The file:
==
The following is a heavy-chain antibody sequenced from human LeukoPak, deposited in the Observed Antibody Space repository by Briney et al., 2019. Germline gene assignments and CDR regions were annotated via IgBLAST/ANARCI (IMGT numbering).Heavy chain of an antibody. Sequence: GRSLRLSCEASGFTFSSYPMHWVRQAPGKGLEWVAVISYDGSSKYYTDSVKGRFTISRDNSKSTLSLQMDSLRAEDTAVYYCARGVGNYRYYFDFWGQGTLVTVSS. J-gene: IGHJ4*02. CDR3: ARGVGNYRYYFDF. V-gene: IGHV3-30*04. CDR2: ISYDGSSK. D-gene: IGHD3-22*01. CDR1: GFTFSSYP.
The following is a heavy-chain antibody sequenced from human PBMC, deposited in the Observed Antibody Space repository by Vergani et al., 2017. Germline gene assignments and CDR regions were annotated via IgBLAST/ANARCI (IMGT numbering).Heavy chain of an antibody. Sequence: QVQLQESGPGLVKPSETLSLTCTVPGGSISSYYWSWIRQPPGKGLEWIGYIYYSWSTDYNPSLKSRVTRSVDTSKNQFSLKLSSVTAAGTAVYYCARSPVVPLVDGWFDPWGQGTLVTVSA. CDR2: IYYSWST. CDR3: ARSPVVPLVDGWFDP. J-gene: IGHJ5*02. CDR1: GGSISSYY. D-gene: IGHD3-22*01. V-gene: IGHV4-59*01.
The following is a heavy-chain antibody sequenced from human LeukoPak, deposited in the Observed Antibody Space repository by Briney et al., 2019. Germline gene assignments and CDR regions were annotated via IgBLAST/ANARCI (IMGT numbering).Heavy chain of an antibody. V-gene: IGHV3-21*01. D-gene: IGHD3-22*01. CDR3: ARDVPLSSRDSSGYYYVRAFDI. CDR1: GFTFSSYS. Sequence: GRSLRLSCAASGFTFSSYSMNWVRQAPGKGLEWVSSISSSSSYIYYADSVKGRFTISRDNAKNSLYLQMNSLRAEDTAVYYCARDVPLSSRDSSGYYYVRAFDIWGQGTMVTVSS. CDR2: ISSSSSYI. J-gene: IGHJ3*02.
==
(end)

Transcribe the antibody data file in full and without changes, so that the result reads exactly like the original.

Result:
The following is a heavy-chain antibody sequenced from human LeukoPak, deposited in the Observed Antibody Space repository by Briney et al., 2019. Germline gene assignments and CDR regions were annotated via IgBLAST/ANARCI (IMGT numbering).Heavy chain of an antibody. Sequence: GRSLRLSCEASGFTFSSYPMHWVRQAPGKGLEWVAVISYDGSSKYYTDSVKGRFTISRDNSKSTLSLQMDSLRAEDTAVYYCARGVGNYRYYFDFWGQGTLVTVSS. J-gene: IGHJ4*02. CDR3: ARGVGNYRYYFDF. V-gene: IGHV3-30*04. CDR2: ISYDGSSK. D-gene: IGHD3-22*01. CDR1: GFTFSSYP.
The following is a heavy-chain antibody sequenced from human PBMC, deposited in the Observed Antibody Space repository by Vergani et al., 2017. Germline gene assignments and CDR regions were annotated via IgBLAST/ANARCI (IMGT numbering).Heavy chain of an antibody. Sequence: QVQLQESGPGLVKPSETLSLTCTVPGGSISSYYWSWIRQPPGKGLEWIGYIYYSWSTDYNPSLKSRVTRSVDTSKNQFSLKLSSVTAAGTAVYYCARSPVVPLVDGWFDPWGQGTLVTVSA. CDR2: IYYSWST. CDR3: ARSPVVPLVDGWFDP. J-gene: IGHJ5*02. CDR1: GGSISSYY. D-gene: IGHD3-22*01. V-gene: IGHV4-59*01.
The following is a heavy-chain antibody sequenced from human LeukoPak, deposited in the Observed Antibody Space repository by Briney et al., 2019. Germline gene assignments and CDR regions were annotated via IgBLAST/ANARCI (IMGT numbering).Heavy chain of an antibody. V-gene: IGHV3-21*01. D-gene: IGHD3-22*01. CDR3: ARDVPLSSRDSSGYYYVRAFDI. CDR1: GFTFSSYS. Sequence: GRSLRLSCAASGFTFSSYSMNWVRQAPGKGLEWVSSISSSSSYIYYADSVKGRFTISRDNAKNSLYLQMNSLRAEDTAVYYCARDVPLSSRDSSGYYYVRAFDIWGQGTMVTVSS. CDR2: ISSSSSYI. J-gene: IGHJ3*02.